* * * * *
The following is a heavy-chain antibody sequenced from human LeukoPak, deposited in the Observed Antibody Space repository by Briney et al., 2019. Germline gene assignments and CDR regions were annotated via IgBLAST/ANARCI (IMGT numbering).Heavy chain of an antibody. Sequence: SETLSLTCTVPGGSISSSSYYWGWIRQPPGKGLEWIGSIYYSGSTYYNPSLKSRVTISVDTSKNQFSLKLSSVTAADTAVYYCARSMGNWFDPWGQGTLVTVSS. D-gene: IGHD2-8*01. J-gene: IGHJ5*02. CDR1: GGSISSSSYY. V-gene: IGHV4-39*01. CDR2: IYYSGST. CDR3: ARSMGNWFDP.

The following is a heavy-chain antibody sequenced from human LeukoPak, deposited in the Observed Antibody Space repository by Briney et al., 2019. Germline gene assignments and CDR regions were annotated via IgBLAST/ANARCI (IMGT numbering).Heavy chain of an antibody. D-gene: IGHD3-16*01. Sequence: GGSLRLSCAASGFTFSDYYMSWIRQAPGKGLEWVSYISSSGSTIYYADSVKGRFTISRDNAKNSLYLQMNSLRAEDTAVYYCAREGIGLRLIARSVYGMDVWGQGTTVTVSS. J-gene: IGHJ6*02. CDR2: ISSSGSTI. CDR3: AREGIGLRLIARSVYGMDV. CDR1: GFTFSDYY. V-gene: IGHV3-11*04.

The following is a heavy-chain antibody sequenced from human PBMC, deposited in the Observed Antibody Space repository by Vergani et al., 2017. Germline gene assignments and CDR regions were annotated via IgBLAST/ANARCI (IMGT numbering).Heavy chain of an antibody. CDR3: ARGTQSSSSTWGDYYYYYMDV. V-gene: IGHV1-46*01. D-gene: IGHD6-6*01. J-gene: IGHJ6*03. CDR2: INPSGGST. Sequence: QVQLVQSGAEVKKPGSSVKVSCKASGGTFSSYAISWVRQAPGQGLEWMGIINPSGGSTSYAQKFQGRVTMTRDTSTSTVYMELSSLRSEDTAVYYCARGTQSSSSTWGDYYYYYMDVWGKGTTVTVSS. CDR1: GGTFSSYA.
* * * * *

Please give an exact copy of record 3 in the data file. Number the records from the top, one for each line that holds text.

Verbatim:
The following is a heavy-chain antibody sequenced from human PBMC, deposited in the Observed Antibody Space repository by Vergani et al., 2017. Germline gene assignments and CDR regions were annotated via IgBLAST/ANARCI (IMGT numbering).Heavy chain of an antibody. CDR3: ARGTQSSSSTWGDYYYYYMDV. V-gene: IGHV1-46*01. D-gene: IGHD6-6*01. J-gene: IGHJ6*03. CDR2: INPSGGST. Sequence: QVQLVQSGAEVKKPGSSVKVSCKASGGTFSSYAISWVRQAPGQGLEWMGIINPSGGSTSYAQKFQGRVTMTRDTSTSTVYMELSSLRSEDTAVYYCARGTQSSSSTWGDYYYYYMDVWGKGTTVTVSS. CDR1: GGTFSSYA.